Another guest on another show had uttered a few phrases that really resonated with me. Don’t count calories, make calories count. The other thing he said was something about earning or working hard enough so that you deserve to eat your carbohydrates. These phrases weren’t new to me but they really struck a nerve this time.

On to the diet. There are a few principles that I follow.

1 – Whenever possible, eat the fattiest version available. Gone are the days of tasteless boring skinless chicken breasts. Hello chicken thighs pan fried in coconut oil and kale sautéed with bacon!

2 – Snack on the fattiest snack items. My go to items are salami, cheeses, nuts, avocados, and veggies with Greek yogurt based dips.

3 – The carbs I eat most often are those that have a low-glycemic index value. This means that legumes and beans are the preferred carbohydrate.

4 – It’s OK to cheat on when I ride my bike a little because I will burn a ton of calories on those days. This is when I’ll have a slice of pizza, a bag of chips, or glass of wine.

A typical day of eating looks like this for me:

Breakfast – 2 pieces of bacon, 2 scrambled eggs cooked in the bacon grease, topped with avocado and jalapeños. Sometimes I’ll throw a fistful of sweet potatoes in if I feel sluggish. When I go running before work, I’ll eat Greek yogurt with blueberries afterward because I won’t have time to cook.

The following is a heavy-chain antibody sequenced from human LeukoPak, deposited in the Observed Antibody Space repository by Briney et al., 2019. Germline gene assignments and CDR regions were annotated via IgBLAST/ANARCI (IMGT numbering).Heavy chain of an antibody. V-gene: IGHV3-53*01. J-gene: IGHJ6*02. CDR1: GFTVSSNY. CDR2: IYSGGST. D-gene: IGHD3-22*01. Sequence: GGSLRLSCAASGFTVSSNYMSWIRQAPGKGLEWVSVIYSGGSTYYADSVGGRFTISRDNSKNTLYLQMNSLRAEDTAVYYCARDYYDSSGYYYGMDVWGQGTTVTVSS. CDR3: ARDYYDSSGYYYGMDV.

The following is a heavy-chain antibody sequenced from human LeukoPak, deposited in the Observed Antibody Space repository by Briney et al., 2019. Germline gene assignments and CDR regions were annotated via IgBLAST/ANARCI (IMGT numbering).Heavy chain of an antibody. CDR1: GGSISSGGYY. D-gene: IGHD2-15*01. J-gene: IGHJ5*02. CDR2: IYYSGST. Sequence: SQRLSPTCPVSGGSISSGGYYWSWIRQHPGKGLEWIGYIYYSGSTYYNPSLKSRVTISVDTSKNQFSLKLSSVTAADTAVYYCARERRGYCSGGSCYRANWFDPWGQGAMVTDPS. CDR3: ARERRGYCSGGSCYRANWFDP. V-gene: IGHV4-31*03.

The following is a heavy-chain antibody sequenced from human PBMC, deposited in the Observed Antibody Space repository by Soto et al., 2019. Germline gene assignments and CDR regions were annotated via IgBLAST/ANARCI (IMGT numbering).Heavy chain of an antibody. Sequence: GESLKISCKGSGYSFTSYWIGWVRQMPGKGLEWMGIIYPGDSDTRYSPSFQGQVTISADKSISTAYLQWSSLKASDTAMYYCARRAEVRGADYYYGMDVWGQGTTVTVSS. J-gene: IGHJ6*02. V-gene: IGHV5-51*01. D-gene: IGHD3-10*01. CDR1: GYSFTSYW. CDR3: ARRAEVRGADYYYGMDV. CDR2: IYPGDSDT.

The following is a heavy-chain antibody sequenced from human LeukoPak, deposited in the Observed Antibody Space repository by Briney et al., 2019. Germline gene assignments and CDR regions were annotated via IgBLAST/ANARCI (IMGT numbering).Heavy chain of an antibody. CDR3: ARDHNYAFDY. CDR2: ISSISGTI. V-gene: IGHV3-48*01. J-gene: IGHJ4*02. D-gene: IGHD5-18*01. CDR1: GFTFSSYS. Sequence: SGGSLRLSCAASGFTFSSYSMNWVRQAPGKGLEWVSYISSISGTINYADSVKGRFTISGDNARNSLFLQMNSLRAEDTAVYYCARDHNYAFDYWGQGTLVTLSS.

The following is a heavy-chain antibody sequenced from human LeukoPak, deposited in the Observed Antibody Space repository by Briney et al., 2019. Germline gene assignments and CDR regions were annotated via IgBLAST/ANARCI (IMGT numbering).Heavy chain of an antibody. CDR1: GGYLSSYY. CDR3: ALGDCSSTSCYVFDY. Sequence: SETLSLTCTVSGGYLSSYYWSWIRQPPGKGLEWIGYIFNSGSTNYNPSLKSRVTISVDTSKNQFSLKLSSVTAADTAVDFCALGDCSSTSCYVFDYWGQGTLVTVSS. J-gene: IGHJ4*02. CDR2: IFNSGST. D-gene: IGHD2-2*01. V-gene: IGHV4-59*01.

Lunch – Black beans topped with cheese and jalapeños, a spinach salad with olive oil and vinegar, a chicken thigh or two, and some avocado.

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Dinner – A steak, Brussels sprouts sautéed with bacon, and a side salad.

In addition, I’ll eat one or two snacks from the list I mentioned earlier.

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So what’s missing? Low-fat foods and grains – the very things that we’ve been told to consume a lot of because they’re good for us. I’m convinced now that it’s all a lie. I also don’t eat much sugar. I’ll eat some in a natural form, like what comes with fruits and veggies, but I’m fortunate that I don’t tend to have a sweet tooth. I primarily eat these foods after I exercise to help stave off an energy crash and it tends to prevent me from committing larger infractions.

I’ve been eating like this for now for a few months. The results were:

  • I have dropped 25 pounds and a pant size.
  • All of the fat I’m eating has kept me happy and I feel like this diet is very sustainable over the long haul. I don’t feel like I’m starving myself or seriously depriving myself of the foods that I love.
  • I’ve also had blood work done and all of my stats have improved – my weight is down, my cholesterol is down, and my resting heart rate is down.
  • My BMI has lowered by 3%.

I don’t necessarily have an end game for what I want to weigh. While losing weight is necessary for me to achieve my fitness goals, it’s not my primary focus which in a way, makes all of this a bit easier since I’m not constantly focusing on losing weight. Instead, I’m focused on biking, running, pull-ups, and push-ups. Anything that makes this stuff easier is good in my book.